March 4, 2015
In 2009, Dartmouth Economics Professor Diego Comin visited Malaysia to study how this emerging economy was faring in the wake of the global financial crisis. He met with business and government officials and learned that growth was slowing dramatically. His curiosity was sparked, and he embarked on a five-year research endeavor that resulted in the Public-Private Research Network, a new government agency aimed at reversing this decline in productivity.
The PPRN, which officially launched on February 24, 2015, connects businesses with academic researchers to cultivate innovation and increase productivity. “It bridges two worlds, government-funded academic research and private businesses,” says Comin. He wrote about this work in Malaysia Beyond 2020, published by UTM Press in 2014.
In Malaysia, companies need current technology to grow their businesses, and university researchers want to bring their knowledge to market. “The PPRN creates an environment where those two problems can be solved,” says Comin. The program matches companies with researchers that can solve their specific technological problems. That way, researchers do not have to become entrepreneurs and market their research, which is not their specialty. They just need to apply their knowledge and research to company problems that the PPRN brings them.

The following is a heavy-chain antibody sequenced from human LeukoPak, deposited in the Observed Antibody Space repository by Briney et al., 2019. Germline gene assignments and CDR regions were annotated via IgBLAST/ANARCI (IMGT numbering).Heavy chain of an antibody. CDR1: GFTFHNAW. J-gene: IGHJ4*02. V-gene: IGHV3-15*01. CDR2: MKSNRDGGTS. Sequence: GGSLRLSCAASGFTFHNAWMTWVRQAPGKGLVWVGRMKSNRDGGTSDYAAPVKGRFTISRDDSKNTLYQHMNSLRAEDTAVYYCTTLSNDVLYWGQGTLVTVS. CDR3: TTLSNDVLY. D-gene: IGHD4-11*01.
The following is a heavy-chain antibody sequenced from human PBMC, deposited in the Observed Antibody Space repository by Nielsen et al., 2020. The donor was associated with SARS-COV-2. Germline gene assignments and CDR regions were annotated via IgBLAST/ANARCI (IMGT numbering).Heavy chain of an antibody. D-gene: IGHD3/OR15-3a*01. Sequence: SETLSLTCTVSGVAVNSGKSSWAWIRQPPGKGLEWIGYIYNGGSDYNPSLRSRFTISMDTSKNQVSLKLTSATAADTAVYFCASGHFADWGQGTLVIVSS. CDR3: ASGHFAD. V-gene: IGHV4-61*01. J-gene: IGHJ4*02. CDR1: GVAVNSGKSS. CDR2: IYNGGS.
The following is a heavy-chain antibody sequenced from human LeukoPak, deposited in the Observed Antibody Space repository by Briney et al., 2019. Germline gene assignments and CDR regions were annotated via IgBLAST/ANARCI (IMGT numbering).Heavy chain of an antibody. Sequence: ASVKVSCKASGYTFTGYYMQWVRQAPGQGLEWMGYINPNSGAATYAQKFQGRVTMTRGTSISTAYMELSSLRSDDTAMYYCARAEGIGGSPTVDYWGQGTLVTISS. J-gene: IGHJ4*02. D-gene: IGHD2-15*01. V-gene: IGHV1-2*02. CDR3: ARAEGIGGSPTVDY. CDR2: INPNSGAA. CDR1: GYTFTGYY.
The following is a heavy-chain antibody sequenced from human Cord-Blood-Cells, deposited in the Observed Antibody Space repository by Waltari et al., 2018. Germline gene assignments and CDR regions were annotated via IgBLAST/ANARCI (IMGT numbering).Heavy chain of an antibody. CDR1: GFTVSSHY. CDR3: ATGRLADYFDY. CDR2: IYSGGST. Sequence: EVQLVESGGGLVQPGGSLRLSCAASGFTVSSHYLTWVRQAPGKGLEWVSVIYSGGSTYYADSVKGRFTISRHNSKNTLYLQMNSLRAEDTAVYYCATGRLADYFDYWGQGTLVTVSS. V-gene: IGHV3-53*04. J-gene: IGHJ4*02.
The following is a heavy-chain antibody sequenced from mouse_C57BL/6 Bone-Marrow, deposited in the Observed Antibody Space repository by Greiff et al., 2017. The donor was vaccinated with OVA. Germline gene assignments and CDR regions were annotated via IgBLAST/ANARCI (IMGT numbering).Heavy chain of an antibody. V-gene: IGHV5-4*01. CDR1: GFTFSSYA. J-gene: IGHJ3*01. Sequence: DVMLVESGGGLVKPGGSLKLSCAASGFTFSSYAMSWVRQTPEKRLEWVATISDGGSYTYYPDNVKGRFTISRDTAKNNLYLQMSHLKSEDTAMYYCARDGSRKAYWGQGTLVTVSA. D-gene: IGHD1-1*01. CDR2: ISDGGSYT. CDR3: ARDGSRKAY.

According to Comin, “the way the PPRN works is the opposite to how tech start-ups appear in Silicon Valley. It is a different solution to a different problem.” He says that the PPRN model could be used also in the U.S. “However, people should get over ideological tenets, such as that innovation is best left to the market.”
Funding to support the PPRN comes from both the government (via university research funding) and from the companies that use the new agency. Companies get access to state-of-the-art technology to move up the value chain, and the researchers find ways to bring their work to the marketplace. “The PPRN helps set up the right contractual environment for the participants. Both sides benefit,” Comin says.
Professor Diego Comin can be reached directly at: email@example.com.